Mary and Tom recall how excited Brad was to meet his new baby sister when they brought her home for the first time. He was thrilled to have a sibling and even gave her the nickname “Muffin,” which the family still uses to this day. 

The Rogers moved to Colorado shortly after adopting Maggie in 1973. They enjoyed an idyllic family life, and Mary and Tom reflect on how grateful they are that their children got to grow up playing outside, camping and experiencing the natural beauty of the mountains. 

As the kids got older, the Rogers started traveling more. Mary still had family in Chicago, and she and Tom would take the kids to visit once each year. “One year, I decided the kids needed to experience a train ride,” Mary remembers, “so we took the train from Colorado to Chicago.” Later in their lives, they took the family on a special trip to Hawaii for Mary and Tom’s 20th wedding anniversary — the trip would become a much-loved family tradition. 

“I think when the kids were growing up, we were the happiest people we knew,” Mary says. “We just thought we had died and gone to heaven to have these kids,” she says.

An Unexpected Birth Family Connection

Brad and Maggie had closed adoptions, which was still the standard in the 1970s (open adoption became more the norm in the 1980s and 1990s across the United States). Neither child ever expressed a desire to meet their birth parents while growing up, but a DNA test Maggie received as a Christmas gift from her husband one year inadvertently led to one of Maggie’s birth relatives discovering their connection.

That eventually led to Maggie’s birth father reaching out to her through a letter in 2020. Shortly after he made contact with Maggie, Tom and Mary asked for permission to write to him, and he agreed.

“We wanted to tell him…[how they] had impacted our lives in a dramatic and very positive way,” Tom says. “He wrote us back a very nice letter, and I think he appreciated our expression of gratitude to him.”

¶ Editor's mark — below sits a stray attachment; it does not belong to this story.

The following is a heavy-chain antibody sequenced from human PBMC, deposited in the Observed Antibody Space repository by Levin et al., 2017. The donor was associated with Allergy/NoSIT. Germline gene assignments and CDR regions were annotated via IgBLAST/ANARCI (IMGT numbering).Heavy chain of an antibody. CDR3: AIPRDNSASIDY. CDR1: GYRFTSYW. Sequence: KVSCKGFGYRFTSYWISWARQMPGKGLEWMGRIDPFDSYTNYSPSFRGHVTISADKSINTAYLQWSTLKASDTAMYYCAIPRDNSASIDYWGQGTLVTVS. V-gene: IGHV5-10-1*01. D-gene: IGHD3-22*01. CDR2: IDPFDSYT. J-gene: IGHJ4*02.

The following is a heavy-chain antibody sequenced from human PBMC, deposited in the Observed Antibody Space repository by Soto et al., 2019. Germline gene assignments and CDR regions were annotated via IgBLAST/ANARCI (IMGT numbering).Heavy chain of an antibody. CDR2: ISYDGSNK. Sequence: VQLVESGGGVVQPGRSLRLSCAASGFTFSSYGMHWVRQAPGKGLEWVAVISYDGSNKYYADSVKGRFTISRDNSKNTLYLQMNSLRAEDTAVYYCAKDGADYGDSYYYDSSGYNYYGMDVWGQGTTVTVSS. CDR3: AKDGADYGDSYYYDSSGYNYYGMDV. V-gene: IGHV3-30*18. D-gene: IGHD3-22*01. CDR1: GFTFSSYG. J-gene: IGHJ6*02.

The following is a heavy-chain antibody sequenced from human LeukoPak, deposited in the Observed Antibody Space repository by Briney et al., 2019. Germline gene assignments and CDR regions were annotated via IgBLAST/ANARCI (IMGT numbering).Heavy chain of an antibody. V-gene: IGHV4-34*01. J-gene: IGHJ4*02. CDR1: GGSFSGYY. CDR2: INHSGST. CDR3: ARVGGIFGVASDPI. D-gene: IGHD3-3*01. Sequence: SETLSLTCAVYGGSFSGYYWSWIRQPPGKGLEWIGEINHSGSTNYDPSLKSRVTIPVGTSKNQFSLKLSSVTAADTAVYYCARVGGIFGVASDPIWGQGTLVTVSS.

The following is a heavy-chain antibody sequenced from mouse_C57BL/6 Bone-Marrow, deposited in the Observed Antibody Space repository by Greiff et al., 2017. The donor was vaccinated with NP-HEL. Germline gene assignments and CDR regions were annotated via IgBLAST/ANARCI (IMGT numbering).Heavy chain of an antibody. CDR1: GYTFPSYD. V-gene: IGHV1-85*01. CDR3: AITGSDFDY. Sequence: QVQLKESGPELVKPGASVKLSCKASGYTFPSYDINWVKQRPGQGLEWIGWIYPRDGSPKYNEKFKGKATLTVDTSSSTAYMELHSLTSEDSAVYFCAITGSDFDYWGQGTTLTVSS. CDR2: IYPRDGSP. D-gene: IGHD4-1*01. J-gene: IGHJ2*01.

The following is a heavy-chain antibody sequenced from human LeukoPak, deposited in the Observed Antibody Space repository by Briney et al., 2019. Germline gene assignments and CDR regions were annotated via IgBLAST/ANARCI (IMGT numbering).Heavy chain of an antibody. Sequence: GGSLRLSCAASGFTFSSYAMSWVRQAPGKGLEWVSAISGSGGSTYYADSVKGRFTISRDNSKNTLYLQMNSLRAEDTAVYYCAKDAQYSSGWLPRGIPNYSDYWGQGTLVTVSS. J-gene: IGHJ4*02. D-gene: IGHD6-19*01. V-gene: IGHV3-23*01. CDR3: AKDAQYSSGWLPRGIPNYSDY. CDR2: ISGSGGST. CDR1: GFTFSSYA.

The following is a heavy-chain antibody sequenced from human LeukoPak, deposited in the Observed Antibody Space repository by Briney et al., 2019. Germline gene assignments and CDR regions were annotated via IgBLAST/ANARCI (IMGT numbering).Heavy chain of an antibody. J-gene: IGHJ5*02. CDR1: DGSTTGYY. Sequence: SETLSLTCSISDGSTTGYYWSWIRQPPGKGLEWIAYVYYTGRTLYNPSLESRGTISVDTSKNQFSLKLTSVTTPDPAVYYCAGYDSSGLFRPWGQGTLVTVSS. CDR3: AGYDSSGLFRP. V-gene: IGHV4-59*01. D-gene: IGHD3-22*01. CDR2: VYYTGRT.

While the Rogers were satisfied with their closed adoptions, they acknowledge that it would have been nice to update Brad and Maggie’s birth parents occasionally as the children grew up. “On the kids’ birthdays, I always wished I could let their birth parents know they were fine, and that they were well loved and well cared for,” Mary says.

Experiencing Loss and Reflecting on The Cradle’s Impact

Today, Maggie and her husband have three children. They live in Colorado not far from Mary and Tom, who are thrilled to spend so much time with their grandkids. My youngest grandson has just discovered golf,” Tom says with a laugh. “I’m having lots of fun playing and introducing him to it.”

Tragically, Brad passed away in 2017. “Our life has been idyllic with one major exception,” Tom says. “It’s been difficult — it still is difficult.” 

“That’s our big heartache,” Mary says. 

The couple spends plenty of time with Maggie and their grandchildren to brighten the darker days. “We have five other people that we love, and they depend on us,” Mary says. “So, luckily, we put one foot in front of the other and continue.” 

Despite their heartbreaking loss, the Rogers are grateful for the life they have been given. “We look back, and we say, ‘We did have a wonderful time,’” Mary says. “There are no regrets,” adds Tom.

Mary and Tom say they cannot overstate how much their decision to work with The Cradle shaped their lives. Forever grateful, the Rogers make a point to regularly support and donate to The Cradle whenever they can. 

They also acknowledge the bravery and love of birth parents who make the difficult decision to place their children through adoption. “I want to say to birth parents, ‘Thank you. What a selfless act,’” Mary says. “They gave us our life.”

For 100 years and counting, The Cradle has built nurturing families and provided lifelong support to people whose lives have been touched by adoption. Faces of The Cradle is a celebration of their stories. Meet more of the people who make what we do possible and all the more meaningful.

More Real Stories